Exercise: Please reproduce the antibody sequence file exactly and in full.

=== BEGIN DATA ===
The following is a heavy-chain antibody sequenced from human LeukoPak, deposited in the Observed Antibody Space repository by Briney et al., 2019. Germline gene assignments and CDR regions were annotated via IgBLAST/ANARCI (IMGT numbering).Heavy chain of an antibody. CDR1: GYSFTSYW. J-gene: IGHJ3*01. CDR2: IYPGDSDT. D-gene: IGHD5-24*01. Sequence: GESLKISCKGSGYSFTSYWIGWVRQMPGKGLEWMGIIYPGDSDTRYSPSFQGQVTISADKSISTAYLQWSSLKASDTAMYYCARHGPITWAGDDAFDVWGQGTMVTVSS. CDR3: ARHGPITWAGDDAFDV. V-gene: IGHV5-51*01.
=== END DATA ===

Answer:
The following is a heavy-chain antibody sequenced from human LeukoPak, deposited in the Observed Antibody Space repository by Briney et al., 2019. Germline gene assignments and CDR regions were annotated via IgBLAST/ANARCI (IMGT numbering).Heavy chain of an antibody. CDR1: GYSFTSYW. J-gene: IGHJ3*01. CDR2: IYPGDSDT. D-gene: IGHD5-24*01. Sequence: GESLKISCKGSGYSFTSYWIGWVRQMPGKGLEWMGIIYPGDSDTRYSPSFQGQVTISADKSISTAYLQWSSLKASDTAMYYCARHGPITWAGDDAFDVWGQGTMVTVSS. CDR3: ARHGPITWAGDDAFDV. V-gene: IGHV5-51*01.